“Motel,” Neal says. “I’ll help out with that.”
Minna shakes her head. ‘It’s my wedding. I should take care of it.”
Neal looks away, and Minna knows that both her weddings were hers. Michael had been ten months old before Neal agreed to get married, and then twenty years later, when she wanted to be unmarried, he held on so hard, she thought they’d both explode. But then the divorce papers arrived. And now they are sitting here, their lives drifting apart, two new people on the rafts. The only things that connect them are their children and the past they will always share but the past that grows smaller every day.
“It’s okay,” Minna says. “It’s all right.”
Her father died so long ago, she can’t remember what her heart did back then, how it acted. All she remembered was the tired, sad man in the bed, a man who only months before seemed huge, looming over everything she and her two sisters and mother did. He was a tall man with black hair and a large nose and bigger laugh. His arm span was like an albatross’, so big he could touch either wall of a small room. His laughter could turn into a yell in less time than it took Minna to start running away from him and his punishment. Once she made it to the pool parking lot before he slapped her across the face for asking him one too many times if she could go to a friend’s house.
But Minna’s fifteen-year-old heart? All she remembers is how heavy it felt, the heaviest thing in her body, heavy enough to pull her to floor and keep her there forever.
“Did you call the wedding planner?” Stephen asks when he returns home from a late day at the office, a squash game, and a meal with a colleague. “Did you tell her about the food?”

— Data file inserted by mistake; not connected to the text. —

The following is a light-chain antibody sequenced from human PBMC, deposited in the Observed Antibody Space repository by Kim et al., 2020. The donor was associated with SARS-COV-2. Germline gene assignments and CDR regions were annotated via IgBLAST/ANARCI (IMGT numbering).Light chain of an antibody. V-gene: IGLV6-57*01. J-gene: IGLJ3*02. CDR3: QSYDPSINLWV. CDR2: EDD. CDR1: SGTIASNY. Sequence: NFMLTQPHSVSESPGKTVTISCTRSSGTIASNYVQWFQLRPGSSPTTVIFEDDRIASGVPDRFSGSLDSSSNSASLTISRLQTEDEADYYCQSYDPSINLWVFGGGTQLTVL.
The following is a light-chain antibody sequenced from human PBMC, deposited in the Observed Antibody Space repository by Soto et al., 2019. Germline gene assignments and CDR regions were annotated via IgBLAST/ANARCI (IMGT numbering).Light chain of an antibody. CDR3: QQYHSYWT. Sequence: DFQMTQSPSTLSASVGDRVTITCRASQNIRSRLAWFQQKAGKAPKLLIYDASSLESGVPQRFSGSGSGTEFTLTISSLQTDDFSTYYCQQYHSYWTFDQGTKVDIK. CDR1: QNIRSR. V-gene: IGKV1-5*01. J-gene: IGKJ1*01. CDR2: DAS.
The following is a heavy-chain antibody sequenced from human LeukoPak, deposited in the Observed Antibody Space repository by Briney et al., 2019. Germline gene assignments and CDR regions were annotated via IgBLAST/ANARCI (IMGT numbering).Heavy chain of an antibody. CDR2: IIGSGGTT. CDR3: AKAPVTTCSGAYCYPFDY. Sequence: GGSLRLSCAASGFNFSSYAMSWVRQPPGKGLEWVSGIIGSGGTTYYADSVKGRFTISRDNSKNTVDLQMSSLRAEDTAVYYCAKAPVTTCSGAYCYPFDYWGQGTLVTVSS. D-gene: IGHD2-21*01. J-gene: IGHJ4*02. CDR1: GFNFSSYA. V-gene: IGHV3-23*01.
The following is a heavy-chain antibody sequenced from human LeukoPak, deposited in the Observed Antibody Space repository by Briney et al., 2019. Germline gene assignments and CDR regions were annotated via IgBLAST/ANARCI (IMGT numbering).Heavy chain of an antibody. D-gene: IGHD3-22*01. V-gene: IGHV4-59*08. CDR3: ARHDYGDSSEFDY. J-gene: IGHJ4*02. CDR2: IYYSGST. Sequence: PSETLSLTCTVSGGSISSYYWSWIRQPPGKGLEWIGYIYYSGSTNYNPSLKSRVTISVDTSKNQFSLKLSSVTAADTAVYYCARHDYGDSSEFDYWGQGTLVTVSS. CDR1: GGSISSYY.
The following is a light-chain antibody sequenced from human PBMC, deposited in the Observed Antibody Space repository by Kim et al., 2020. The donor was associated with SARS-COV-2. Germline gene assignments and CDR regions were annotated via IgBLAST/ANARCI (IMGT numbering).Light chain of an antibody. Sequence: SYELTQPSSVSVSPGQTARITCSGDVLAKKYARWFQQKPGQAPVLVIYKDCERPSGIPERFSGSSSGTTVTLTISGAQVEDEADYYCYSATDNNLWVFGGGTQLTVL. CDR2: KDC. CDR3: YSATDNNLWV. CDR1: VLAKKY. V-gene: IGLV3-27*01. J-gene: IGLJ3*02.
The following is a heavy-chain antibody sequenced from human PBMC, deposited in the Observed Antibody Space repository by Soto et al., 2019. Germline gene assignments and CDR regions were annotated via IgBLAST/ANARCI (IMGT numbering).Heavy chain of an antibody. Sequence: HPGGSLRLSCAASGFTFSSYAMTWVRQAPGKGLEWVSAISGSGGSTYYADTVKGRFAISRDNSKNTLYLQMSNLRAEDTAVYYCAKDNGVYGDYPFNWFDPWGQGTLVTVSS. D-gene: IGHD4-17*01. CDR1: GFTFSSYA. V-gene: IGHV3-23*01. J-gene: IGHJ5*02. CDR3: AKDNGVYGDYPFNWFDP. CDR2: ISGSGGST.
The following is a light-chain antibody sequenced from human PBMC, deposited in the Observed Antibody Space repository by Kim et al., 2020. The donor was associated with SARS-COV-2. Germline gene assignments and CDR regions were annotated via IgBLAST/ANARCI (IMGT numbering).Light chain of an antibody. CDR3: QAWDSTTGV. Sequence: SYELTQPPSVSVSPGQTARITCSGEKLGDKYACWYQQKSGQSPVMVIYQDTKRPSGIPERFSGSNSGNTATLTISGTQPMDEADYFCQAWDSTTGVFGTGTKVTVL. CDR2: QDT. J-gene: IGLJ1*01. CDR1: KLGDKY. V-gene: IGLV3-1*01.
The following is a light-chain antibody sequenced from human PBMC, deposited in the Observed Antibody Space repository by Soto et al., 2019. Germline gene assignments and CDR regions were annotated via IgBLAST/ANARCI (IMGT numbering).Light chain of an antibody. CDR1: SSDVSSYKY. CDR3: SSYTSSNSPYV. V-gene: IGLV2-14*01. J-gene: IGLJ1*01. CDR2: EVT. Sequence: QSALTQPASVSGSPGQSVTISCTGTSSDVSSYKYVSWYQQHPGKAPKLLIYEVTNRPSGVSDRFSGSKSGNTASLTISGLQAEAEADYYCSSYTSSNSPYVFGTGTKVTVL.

“I did,” Minna lies. “She’s on it.”
Stephen nods, takes off his tie, unbuttons his shirt. He is a good looking man, ten years older than her father who died at 43.
Her heart does a lurch, a blubbering flip, and she brings her hand to her chest, trying to press away the movement.
“So we don’t have much more to do,” Stephen says, slipping off his pants. His underwear is dark blue, smaller than any other male underwear she’d ever seen until he disrobed in front of her the first time. Neal and Michael and her younger son Nick wear boxers. Stephen is elegant, a race horse, muscular and sculpted, and fine, like art. After the initial shock of his underwear, she couldn’t stop looking at him, and still she stares at the way his muscles insist on elevation, pushing up from bones in smooth, strong ridges and flares. Boxers would look like vandalism, like graffiti, on his white, slim body.
“Just cleaning the entire house, getting the windows washed, fixing the decks, and making sure that everyone in the wedding party is prepared.”
“You mean buying a suit for Michael,” he says, hanging up his pants.
“Suit, socks, underwear, tie, shirt. Probably a razor, too.”
Minna doesn’t say what she’s feeling, which is really only tears. But Stephen is right. She will have to buy all of that for her oldest son.
“Naomi is wearing her prom dress from two years ago,” Stephen says. “And let’s hope Sarah doesn’t borrow a dress from that little friend of hers Tia who looks like a prostitute whore.”
Minna’s younger son Nick is the only one who has a suit, who wears “real” clothes, who works at an investment firm in the suburbs where ties and shined leather shoes are the norm. But even so, they are all beautiful children, even if they look like unshaven prostitute whores.
“She’s a beautiful girl,” Minna says, though the dresses she borrows seem as slim and fine as spider webs.